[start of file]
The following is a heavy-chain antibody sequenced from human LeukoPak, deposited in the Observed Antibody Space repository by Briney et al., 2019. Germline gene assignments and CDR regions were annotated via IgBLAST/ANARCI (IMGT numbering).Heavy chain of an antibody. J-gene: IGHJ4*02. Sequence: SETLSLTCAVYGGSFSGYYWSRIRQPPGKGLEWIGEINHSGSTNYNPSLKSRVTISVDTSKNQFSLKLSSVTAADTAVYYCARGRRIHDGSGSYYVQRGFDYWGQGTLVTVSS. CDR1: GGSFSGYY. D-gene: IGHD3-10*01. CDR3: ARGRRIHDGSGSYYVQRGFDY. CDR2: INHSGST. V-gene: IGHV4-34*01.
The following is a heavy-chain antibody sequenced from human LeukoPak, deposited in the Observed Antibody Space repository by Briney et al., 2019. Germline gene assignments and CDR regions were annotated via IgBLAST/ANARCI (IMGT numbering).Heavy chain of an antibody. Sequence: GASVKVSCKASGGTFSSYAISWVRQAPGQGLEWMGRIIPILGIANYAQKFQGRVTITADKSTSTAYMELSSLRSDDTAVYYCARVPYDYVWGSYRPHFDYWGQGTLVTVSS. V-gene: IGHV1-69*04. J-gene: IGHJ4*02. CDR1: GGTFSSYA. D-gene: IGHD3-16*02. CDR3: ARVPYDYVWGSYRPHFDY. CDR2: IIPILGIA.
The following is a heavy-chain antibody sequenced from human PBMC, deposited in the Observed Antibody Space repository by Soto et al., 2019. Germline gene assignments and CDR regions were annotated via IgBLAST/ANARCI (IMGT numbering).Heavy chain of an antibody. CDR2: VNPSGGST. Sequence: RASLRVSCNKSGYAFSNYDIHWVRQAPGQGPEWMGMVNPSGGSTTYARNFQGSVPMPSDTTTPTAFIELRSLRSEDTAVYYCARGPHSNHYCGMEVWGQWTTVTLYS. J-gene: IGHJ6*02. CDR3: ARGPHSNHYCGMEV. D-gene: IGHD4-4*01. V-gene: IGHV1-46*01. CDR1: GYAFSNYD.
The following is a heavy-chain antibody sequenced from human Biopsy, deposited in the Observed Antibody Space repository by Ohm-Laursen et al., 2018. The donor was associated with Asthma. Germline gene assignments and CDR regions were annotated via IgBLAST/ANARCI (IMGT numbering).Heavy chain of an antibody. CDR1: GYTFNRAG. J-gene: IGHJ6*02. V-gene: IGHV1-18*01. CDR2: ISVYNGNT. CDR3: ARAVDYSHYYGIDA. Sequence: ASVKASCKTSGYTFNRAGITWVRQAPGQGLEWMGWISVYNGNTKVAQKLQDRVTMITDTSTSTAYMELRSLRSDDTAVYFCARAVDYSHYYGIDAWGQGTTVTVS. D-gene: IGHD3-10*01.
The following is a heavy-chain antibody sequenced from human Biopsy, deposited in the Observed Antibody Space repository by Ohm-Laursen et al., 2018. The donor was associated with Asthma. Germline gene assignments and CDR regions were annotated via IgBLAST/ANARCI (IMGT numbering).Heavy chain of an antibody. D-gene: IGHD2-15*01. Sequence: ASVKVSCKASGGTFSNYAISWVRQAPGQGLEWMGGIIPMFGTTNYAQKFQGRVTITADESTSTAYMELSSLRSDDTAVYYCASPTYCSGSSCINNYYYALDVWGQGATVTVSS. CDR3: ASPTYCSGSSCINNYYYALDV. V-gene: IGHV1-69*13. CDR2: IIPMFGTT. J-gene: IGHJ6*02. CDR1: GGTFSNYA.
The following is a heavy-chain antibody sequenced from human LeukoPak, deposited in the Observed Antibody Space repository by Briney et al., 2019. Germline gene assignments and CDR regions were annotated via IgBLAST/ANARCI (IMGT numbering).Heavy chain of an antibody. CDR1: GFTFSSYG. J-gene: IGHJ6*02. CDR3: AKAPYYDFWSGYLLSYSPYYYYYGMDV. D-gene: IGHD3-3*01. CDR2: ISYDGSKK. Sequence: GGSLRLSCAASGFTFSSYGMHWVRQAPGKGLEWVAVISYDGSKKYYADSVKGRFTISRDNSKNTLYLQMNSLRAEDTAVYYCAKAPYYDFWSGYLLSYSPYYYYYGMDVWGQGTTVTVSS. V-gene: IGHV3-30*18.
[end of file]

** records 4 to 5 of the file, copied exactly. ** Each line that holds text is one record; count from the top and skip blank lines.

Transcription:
The following is a heavy-chain antibody sequenced from human Biopsy, deposited in the Observed Antibody Space repository by Ohm-Laursen et al., 2018. The donor was associated with Asthma. Germline gene assignments and CDR regions were annotated via IgBLAST/ANARCI (IMGT numbering).Heavy chain of an antibody. CDR1: GYTFNRAG. J-gene: IGHJ6*02. V-gene: IGHV1-18*01. CDR2: ISVYNGNT. CDR3: ARAVDYSHYYGIDA. Sequence: ASVKASCKTSGYTFNRAGITWVRQAPGQGLEWMGWISVYNGNTKVAQKLQDRVTMITDTSTSTAYMELRSLRSDDTAVYFCARAVDYSHYYGIDAWGQGTTVTVS. D-gene: IGHD3-10*01.
The following is a heavy-chain antibody sequenced from human Biopsy, deposited in the Observed Antibody Space repository by Ohm-Laursen et al., 2018. The donor was associated with Asthma. Germline gene assignments and CDR regions were annotated via IgBLAST/ANARCI (IMGT numbering).Heavy chain of an antibody. D-gene: IGHD2-15*01. Sequence: ASVKVSCKASGGTFSNYAISWVRQAPGQGLEWMGGIIPMFGTTNYAQKFQGRVTITADESTSTAYMELSSLRSDDTAVYYCASPTYCSGSSCINNYYYALDVWGQGATVTVSS. CDR3: ASPTYCSGSSCINNYYYALDV. V-gene: IGHV1-69*13. CDR2: IIPMFGTT. J-gene: IGHJ6*02. CDR1: GGTFSNYA.